Mix with it a little smoked tongue or cold ham, grated rather than chopped.

Have ready one or two fine fresh lettuces, picked, washed, drained, and cut small. Put the cut lettuce on a dish, (spreading it evenly,) or into a large bowl, and place upon it the minced chicken in a close heap in the centre.

For the dressing, mix together the following ingredients, in the proportion of the yolks of four eggs well beaten; a tea-spoonful of powdered white sugar; a salt-spoon of cayenne; (no salt if you have ham or tongue with the chicken;) two tea-spoonfuls of made mustard; two table-spoonfuls of vinegar, and four tablespoonfuls of salad oil. Stir this mixture well: put it into a small sauce-pan, set it over the fire, and set it boil three minutes, (not more,) stirring it all the time. Then set it to cool.

When quite cold, cover with it thickly the heap of chicken in the centre of the salad. To ornament it, have ready half a dozen or more hard-boiled eggs, which after the shell is peeled off, must be thrown directly into a pan of cold water to prevent their turning blue. Cut each egg (white and yolk together) lengthways into four long pieces of equal size and shape; lay the pieces upon the salad all round the heap of chicken, and close to it; placing them so as to follow each other round in a slanting direction, something in the form of a circular wreath of leaves. Have ready, also, some very red cold beet, cut into small cones or points all of equal size; arrange them in a circle upon the lettuce, outside of the circle of cut egg. To be decorated in this manner, the salad should be placed in a dish rather than a bowl. In helping it, give each person a portion of every thing, and they will mix them together on their plates.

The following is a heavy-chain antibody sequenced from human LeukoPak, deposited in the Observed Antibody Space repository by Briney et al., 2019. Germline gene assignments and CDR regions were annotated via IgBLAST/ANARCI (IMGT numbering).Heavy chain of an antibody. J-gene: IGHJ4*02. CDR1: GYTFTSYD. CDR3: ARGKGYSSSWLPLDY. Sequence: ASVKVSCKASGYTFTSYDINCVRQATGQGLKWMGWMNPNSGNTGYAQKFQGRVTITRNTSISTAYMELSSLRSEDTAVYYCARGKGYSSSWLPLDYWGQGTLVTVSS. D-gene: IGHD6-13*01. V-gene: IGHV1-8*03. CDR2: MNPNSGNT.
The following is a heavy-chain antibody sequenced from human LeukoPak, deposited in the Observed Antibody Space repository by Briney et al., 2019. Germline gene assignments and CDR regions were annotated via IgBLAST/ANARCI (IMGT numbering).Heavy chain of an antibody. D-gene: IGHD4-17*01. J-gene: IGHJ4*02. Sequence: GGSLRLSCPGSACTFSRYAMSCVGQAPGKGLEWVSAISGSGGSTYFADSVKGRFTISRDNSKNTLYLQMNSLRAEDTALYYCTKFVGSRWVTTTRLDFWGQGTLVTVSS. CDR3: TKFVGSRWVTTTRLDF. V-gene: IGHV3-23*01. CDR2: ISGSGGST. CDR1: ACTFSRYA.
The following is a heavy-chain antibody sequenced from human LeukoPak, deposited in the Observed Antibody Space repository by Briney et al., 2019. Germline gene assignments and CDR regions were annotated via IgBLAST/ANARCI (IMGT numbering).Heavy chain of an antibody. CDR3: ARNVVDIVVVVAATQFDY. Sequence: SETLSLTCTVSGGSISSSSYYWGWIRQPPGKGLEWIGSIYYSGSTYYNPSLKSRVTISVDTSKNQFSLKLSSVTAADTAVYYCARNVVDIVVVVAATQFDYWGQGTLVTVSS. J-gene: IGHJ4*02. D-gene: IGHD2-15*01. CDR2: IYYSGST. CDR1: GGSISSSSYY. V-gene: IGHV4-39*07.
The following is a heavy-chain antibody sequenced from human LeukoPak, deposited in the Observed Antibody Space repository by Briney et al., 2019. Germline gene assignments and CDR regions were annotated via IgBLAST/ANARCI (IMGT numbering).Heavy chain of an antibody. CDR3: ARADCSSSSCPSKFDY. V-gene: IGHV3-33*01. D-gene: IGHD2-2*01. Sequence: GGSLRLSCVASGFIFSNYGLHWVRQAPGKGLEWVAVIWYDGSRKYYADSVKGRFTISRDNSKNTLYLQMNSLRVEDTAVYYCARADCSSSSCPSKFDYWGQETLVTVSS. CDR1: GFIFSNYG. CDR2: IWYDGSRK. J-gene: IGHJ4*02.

This salad should be prepared immediately before dinner or supper, as standing long will injure it. The colder it is the better.

Again, a winner! And pretty too.

Finally, "Columbus Eggs":

Take twelve hard-boiled eggs. Peel off the shells, and cut the eggs into equal halves; cutting off also a little piece from each of the ends to enable them to stand alone, in the form of cups.